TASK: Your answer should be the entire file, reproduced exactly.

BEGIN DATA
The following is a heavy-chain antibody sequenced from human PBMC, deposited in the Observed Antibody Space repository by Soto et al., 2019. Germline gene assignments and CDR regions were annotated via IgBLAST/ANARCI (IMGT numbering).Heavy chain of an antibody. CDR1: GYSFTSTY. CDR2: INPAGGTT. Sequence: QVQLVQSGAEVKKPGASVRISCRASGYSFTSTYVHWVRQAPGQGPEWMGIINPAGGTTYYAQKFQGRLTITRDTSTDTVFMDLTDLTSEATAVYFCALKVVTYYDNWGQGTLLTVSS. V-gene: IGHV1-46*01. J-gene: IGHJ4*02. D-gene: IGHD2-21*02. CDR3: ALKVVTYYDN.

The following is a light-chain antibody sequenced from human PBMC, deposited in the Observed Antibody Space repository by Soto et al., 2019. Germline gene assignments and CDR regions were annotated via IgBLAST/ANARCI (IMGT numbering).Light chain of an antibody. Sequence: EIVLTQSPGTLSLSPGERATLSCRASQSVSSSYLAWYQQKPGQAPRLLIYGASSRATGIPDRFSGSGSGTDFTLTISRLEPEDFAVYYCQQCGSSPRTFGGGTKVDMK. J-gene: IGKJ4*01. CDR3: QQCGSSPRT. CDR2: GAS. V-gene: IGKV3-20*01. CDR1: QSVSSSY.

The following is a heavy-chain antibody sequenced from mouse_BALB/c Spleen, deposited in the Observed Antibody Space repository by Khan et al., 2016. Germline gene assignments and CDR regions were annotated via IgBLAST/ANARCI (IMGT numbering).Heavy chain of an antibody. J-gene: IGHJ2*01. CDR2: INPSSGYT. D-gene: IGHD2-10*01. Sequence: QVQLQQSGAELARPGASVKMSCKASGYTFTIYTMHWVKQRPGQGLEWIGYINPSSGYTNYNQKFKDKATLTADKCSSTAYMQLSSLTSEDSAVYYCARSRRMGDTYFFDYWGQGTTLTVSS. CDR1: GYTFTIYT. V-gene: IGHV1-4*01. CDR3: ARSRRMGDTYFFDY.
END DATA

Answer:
The following is a heavy-chain antibody sequenced from human PBMC, deposited in the Observed Antibody Space repository by Soto et al., 2019. Germline gene assignments and CDR regions were annotated via IgBLAST/ANARCI (IMGT numbering).Heavy chain of an antibody. CDR1: GYSFTSTY. CDR2: INPAGGTT. Sequence: QVQLVQSGAEVKKPGASVRISCRASGYSFTSTYVHWVRQAPGQGPEWMGIINPAGGTTYYAQKFQGRLTITRDTSTDTVFMDLTDLTSEATAVYFCALKVVTYYDNWGQGTLLTVSS. V-gene: IGHV1-46*01. J-gene: IGHJ4*02. D-gene: IGHD2-21*02. CDR3: ALKVVTYYDN.

The following is a light-chain antibody sequenced from human PBMC, deposited in the Observed Antibody Space repository by Soto et al., 2019. Germline gene assignments and CDR regions were annotated via IgBLAST/ANARCI (IMGT numbering).Light chain of an antibody. Sequence: EIVLTQSPGTLSLSPGERATLSCRASQSVSSSYLAWYQQKPGQAPRLLIYGASSRATGIPDRFSGSGSGTDFTLTISRLEPEDFAVYYCQQCGSSPRTFGGGTKVDMK. J-gene: IGKJ4*01. CDR3: QQCGSSPRT. CDR2: GAS. V-gene: IGKV3-20*01. CDR1: QSVSSSY.

The following is a heavy-chain antibody sequenced from mouse_BALB/c Spleen, deposited in the Observed Antibody Space repository by Khan et al., 2016. Germline gene assignments and CDR regions were annotated via IgBLAST/ANARCI (IMGT numbering).Heavy chain of an antibody. J-gene: IGHJ2*01. CDR2: INPSSGYT. D-gene: IGHD2-10*01. Sequence: QVQLQQSGAELARPGASVKMSCKASGYTFTIYTMHWVKQRPGQGLEWIGYINPSSGYTNYNQKFKDKATLTADKCSSTAYMQLSSLTSEDSAVYYCARSRRMGDTYFFDYWGQGTTLTVSS. CDR1: GYTFTIYT. V-gene: IGHV1-4*01. CDR3: ARSRRMGDTYFFDY.